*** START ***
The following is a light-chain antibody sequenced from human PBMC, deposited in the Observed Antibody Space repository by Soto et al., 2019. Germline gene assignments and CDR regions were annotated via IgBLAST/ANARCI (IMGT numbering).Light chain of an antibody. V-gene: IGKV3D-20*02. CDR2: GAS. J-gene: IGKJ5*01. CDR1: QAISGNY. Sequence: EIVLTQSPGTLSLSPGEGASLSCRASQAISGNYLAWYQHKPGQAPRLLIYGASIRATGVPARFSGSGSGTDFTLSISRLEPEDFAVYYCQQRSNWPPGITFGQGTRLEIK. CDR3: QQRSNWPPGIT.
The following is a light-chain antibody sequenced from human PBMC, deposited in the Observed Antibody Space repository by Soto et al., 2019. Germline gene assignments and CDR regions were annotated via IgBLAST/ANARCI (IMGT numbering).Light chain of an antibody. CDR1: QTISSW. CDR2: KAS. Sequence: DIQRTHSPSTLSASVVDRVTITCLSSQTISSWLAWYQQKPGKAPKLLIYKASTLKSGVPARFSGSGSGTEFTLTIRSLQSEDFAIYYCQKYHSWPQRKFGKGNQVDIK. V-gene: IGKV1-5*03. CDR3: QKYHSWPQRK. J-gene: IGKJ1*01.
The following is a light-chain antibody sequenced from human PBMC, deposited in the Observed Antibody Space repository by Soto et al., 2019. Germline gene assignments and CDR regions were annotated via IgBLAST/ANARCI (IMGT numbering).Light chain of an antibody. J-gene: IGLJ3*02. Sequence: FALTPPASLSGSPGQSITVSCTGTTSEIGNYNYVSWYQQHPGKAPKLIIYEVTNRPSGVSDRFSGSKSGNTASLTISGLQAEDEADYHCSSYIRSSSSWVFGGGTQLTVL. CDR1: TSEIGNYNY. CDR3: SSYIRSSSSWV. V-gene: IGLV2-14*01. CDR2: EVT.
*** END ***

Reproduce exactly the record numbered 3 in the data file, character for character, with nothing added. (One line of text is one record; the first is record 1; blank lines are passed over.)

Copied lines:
The following is a light-chain antibody sequenced from human PBMC, deposited in the Observed Antibody Space repository by Soto et al., 2019. Germline gene assignments and CDR regions were annotated via IgBLAST/ANARCI (IMGT numbering).Light chain of an antibody. J-gene: IGLJ3*02. Sequence: FALTPPASLSGSPGQSITVSCTGTTSEIGNYNYVSWYQQHPGKAPKLIIYEVTNRPSGVSDRFSGSKSGNTASLTISGLQAEDEADYHCSSYIRSSSSWVFGGGTQLTVL. CDR1: TSEIGNYNY. CDR3: SSYIRSSSSWV. V-gene: IGLV2-14*01. CDR2: EVT.